24 hours with the Apple Watch: There is a strange but wonderful computer from the future wrapped around my wrist

Sitting pretty.
Sitting pretty.
Image: Ryan Emberley/Invision for Apple/AP Images
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The Apple Watch launched today in nine countries after a long, dramatic, celebrities-on-Instagram-fueled lead-up. Early stock sold out in pre-orders two weeks ago, despite blasé initial reviews.

After spending a day with one—on loan from Apple—it’s easy to see why Apple decided to make this its next big platform. The idea of having a computer on your wrist is strangely compelling. This first version is obviously incomplete, and not for everyone. But I’m optimistic and curious to see where this goes.

The most striking realization is how little you’re supposed to use it.

It’s just not that comfortable to be holding up your arm and poking at your wrist for very long. Anything that takes more than a few seconds and a couple of interactions is better done on an iPhone or larger computer.

No wonder Apple has focused so much on making these things look good, and playing up their fashion cred. Most of the time, they’re jewelry.

Most early Apple Watch apps are useless.

It’s hard to blame the software designers—these are early days, and most haven’t been able to even test their apps on actual Apple Watches. But most of the apps I’ve tried are already deleted from my watch.

The key to being an essential Apple Watch app is quickness.

A good watch app will launch in less time than it takes you to fish out your giant phone and launch it from there. (Saving people even just a few seconds can count as a meaningful improvement.) Short usage sessions, say five to 10 seconds on average, also are key.

So what kind of activities would lend themselves to this?

I can think of a few already: Payments, identity, remote controls, short messaging, navigation, timekeeping, and Shazaming. Perhaps some simple games.

Not: doing research, making plans, ordering most things, reading, writing, or emailing. Long lists and dense information are better on a bigger screen. In particular, viewing the Twitter or Instagram timeline on your wrist is a disappointment.  The social stream needs a redesign for the watch.

Apple Pay, by the way, is super cool. “Did you just pay with your watch?” my Whole Foods clerk asked, half-amazed. This is how I’d like to check in for transit rides, too.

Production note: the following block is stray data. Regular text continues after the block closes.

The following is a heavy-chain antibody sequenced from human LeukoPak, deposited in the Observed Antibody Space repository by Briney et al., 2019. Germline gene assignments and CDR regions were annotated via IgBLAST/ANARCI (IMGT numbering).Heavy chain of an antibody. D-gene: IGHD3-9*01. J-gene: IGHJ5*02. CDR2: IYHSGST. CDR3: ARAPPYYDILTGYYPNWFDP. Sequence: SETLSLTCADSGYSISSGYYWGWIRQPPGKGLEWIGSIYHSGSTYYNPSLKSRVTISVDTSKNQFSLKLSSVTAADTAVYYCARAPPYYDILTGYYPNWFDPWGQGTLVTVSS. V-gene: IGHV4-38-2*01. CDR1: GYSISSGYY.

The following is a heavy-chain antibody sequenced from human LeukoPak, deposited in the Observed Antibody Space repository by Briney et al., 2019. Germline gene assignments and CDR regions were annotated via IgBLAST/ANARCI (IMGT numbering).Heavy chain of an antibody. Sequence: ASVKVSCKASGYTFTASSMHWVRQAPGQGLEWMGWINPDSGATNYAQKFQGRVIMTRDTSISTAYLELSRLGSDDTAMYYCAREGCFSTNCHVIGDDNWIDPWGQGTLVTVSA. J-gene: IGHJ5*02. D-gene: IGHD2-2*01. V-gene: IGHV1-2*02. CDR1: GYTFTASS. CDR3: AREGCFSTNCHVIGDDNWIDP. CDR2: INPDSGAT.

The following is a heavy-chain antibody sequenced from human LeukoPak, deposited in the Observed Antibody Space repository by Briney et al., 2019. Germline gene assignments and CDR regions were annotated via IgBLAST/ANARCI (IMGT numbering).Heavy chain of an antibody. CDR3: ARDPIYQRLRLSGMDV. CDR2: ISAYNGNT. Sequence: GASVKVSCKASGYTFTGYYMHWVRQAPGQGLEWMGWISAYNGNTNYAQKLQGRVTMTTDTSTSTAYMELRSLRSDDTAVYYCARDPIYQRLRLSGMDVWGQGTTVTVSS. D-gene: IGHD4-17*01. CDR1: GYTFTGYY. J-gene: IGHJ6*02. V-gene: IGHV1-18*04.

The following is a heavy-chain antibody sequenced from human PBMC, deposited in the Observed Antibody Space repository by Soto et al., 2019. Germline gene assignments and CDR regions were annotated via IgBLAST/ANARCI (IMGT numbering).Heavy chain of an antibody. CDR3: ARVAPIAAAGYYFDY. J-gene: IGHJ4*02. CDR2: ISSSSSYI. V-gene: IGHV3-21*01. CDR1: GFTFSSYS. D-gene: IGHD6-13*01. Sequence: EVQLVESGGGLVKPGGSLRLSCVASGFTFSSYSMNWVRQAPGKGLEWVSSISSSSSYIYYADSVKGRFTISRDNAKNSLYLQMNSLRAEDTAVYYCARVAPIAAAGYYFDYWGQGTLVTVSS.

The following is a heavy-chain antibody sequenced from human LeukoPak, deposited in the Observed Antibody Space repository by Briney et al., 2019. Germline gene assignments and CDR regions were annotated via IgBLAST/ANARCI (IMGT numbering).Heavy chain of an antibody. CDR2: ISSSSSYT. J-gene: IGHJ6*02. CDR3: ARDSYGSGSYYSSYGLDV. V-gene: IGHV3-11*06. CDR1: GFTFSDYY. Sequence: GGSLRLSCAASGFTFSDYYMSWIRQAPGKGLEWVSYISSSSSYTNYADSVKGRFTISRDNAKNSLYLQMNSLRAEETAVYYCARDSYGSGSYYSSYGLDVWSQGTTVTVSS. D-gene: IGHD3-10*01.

I was expecting to be more annoyed by notifications.

It turns out that I’ve already done a good job turning off most in-app notifications—I haven’t been bothered at all by them.

But having notification alerts on my wrist has already proven productive. This morning, as I was getting ready to leave my apartment, I got a Slack message from a colleague asking for help—so I turned around and edited his post. I wouldn’t have seen the notification on my iPhone until after I’d left the building.

The little haptic touches are fun. I wish they were even stronger, though; it’s hard to feel them while walking.

In general, wearing the watch is more comfortable than I’d expected.

My two main concerns—typing and shirt-sleeve-clearance—have proven unfounded. I don’t feel ridiculous walking around with one. Apple has passed the “Glasshole” test.

Apple is going to sell a zillion watch bands this Christmas.

The interchangeable band system Apple designed was brilliant. I’ve been testing the metal Milanese loop, which I’m probably not going to buy for myself (it’s just not my style), as well as a green sport band. I’d probably buy three or four different more bands, given an ever-growing number of options.

Ask me again in a month.

I can already tell there’s a lot to like about this first-generation Apple Watch. I also have many questions and some doubts. Am I really going to wear a watch every day after more than a decade without one? Will it make me faster, smarter, funnier, more interesting, or more productive? Will the fitness nudges help me get in better shape? We’ll see.